Interesting story on NPR....somebody obviously thought this was a piece worth stealing...more than a glance at...isn't it amazing? Check out the full story on NPR and imagine statues like this and reliefs like the one below populated the ancient capital of the Khmer.
"I hate theme shows. I hate shows that bunch a whole lot of works together that should be seen alone." This -- or words to this effect -- is what an artist friend said when I was telling him about a show of Chinese paintings at the Met I had reviewed. It hit home because, … Continue reading Scrolling through Chinese art
The whole notion of thresholds and borders between the sacred and profane got me to thinking about facades of churches and how they signal this border/threshold and perhaps none more loudly than baroque facades designed with Counter-Reformation zeal in the Italian town of Lecce. Talk about a border teeming with life forms... At first glance, … Continue reading Crossing over
One reader commented... "And the “borderland” is often the richest, most productive and releaving place to be. In ecology, scientists study and celebrate the “edge” — the edge between sea and land, between fresh and salt water, between one climatic zone and another. There they find not only an incubator for distinctive forms of life … Continue reading Borders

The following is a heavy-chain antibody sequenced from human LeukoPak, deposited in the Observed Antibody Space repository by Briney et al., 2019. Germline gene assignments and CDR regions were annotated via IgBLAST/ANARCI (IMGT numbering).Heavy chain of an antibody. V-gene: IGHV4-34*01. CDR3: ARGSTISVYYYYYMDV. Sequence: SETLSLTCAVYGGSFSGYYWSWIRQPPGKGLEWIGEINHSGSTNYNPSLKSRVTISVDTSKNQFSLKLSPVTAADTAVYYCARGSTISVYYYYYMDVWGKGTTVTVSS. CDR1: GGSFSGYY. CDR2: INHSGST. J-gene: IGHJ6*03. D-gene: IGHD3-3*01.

Cannot quite yet let go of the Churning of the Sea of Milk... Here are the asuras or demons standing on the sea, tugging fiercely on the snake... And here are the devas or gods, also standing on the sea (which you don't see here) with heavenly maidens frolicking above their heads: Why is it … Continue reading Asuras and devas at Angkor Wat
The Wall Street Journal's art page has this great feature called the Masterpiece column in which you get to just stop and spend time on one work. As every writer who has done one of these will tell you, it is exhilarating and frustrating. I don't have to explain the first part, at least not … Continue reading Saving the Sea of Milk